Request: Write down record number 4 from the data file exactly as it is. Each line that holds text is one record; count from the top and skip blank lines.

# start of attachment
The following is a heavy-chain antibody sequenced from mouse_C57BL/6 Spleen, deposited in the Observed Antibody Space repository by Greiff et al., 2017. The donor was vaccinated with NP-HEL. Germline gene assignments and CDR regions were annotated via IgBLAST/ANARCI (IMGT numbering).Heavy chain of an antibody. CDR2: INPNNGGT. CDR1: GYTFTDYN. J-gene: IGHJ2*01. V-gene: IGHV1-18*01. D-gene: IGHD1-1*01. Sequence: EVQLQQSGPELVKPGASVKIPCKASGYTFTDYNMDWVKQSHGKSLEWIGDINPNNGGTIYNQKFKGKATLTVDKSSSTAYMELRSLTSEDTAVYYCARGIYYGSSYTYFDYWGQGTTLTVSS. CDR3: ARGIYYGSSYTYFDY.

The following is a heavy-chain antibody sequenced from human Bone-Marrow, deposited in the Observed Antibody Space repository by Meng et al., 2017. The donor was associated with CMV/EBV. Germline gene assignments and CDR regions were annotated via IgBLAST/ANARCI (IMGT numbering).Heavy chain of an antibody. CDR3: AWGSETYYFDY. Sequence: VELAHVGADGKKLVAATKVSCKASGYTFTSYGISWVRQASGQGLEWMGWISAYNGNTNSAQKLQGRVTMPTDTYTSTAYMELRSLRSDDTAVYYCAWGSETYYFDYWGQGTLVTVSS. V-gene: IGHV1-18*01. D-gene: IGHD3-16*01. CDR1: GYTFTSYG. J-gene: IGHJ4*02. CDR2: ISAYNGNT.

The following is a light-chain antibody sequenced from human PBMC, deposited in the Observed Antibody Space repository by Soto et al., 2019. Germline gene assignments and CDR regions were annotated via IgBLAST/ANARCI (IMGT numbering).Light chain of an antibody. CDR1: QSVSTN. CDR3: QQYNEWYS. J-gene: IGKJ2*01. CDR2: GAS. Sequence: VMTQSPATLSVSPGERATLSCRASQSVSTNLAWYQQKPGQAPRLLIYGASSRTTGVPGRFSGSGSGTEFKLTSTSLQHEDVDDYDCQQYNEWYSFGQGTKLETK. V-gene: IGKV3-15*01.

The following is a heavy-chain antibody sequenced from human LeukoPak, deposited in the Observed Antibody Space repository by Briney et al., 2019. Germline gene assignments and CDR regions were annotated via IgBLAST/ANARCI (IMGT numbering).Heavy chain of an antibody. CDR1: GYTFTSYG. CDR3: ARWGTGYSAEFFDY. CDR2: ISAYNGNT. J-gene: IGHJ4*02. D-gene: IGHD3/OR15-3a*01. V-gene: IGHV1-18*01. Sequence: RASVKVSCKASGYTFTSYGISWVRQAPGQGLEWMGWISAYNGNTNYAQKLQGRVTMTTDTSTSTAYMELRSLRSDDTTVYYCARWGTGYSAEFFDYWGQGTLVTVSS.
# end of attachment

The following is a heavy-chain antibody sequenced from human LeukoPak, deposited in the Observed Antibody Space repository by Briney et al., 2019. Germline gene assignments and CDR regions were annotated via IgBLAST/ANARCI (IMGT numbering).Heavy chain of an antibody. CDR1: GYTFTSYG. CDR3: ARWGTGYSAEFFDY. CDR2: ISAYNGNT. J-gene: IGHJ4*02. D-gene: IGHD3/OR15-3a*01. V-gene: IGHV1-18*01. Sequence: RASVKVSCKASGYTFTSYGISWVRQAPGQGLEWMGWISAYNGNTNYAQKLQGRVTMTTDTSTSTAYMELRSLRSDDTTVYYCARWGTGYSAEFFDYWGQGTLVTVSS.